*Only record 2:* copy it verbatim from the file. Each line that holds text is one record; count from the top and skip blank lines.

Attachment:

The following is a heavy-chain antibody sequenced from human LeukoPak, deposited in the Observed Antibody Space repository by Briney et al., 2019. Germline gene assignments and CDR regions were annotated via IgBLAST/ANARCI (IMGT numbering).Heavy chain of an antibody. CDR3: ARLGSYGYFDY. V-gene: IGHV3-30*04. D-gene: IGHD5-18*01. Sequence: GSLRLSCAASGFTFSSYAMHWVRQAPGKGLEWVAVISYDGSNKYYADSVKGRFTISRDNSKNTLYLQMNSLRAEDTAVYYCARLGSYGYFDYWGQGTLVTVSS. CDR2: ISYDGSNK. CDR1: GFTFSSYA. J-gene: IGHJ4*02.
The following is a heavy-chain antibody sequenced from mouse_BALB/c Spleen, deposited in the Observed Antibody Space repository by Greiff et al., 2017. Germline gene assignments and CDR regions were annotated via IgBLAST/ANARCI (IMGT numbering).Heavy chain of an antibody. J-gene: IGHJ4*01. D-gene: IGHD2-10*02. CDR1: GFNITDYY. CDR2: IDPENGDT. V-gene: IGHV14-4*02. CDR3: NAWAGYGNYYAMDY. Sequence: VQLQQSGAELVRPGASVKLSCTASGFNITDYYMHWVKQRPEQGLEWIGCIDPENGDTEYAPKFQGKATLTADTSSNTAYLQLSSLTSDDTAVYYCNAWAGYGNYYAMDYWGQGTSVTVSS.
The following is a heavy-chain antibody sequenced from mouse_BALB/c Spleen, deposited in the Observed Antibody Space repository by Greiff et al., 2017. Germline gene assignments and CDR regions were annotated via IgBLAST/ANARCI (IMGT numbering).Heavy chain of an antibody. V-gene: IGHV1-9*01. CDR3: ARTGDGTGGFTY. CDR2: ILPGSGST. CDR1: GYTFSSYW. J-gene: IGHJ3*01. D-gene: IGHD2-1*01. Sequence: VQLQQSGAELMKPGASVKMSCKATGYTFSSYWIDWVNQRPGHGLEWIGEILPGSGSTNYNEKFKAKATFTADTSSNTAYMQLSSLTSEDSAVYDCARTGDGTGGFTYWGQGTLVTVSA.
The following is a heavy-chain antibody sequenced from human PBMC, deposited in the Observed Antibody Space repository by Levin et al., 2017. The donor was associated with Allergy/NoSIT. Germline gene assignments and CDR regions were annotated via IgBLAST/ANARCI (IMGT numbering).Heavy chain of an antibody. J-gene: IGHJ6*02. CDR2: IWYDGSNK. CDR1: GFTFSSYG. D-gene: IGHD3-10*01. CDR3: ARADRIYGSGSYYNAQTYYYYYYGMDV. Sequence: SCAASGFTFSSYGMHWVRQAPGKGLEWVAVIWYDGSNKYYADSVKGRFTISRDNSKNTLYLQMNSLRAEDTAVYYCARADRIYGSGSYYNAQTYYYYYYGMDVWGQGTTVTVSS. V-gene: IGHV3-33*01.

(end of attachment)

The following is a heavy-chain antibody sequenced from mouse_BALB/c Spleen, deposited in the Observed Antibody Space repository by Greiff et al., 2017. Germline gene assignments and CDR regions were annotated via IgBLAST/ANARCI (IMGT numbering).Heavy chain of an antibody. J-gene: IGHJ4*01. D-gene: IGHD2-10*02. CDR1: GFNITDYY. CDR2: IDPENGDT. V-gene: IGHV14-4*02. CDR3: NAWAGYGNYYAMDY. Sequence: VQLQQSGAELVRPGASVKLSCTASGFNITDYYMHWVKQRPEQGLEWIGCIDPENGDTEYAPKFQGKATLTADTSSNTAYLQLSSLTSDDTAVYYCNAWAGYGNYYAMDYWGQGTSVTVSS.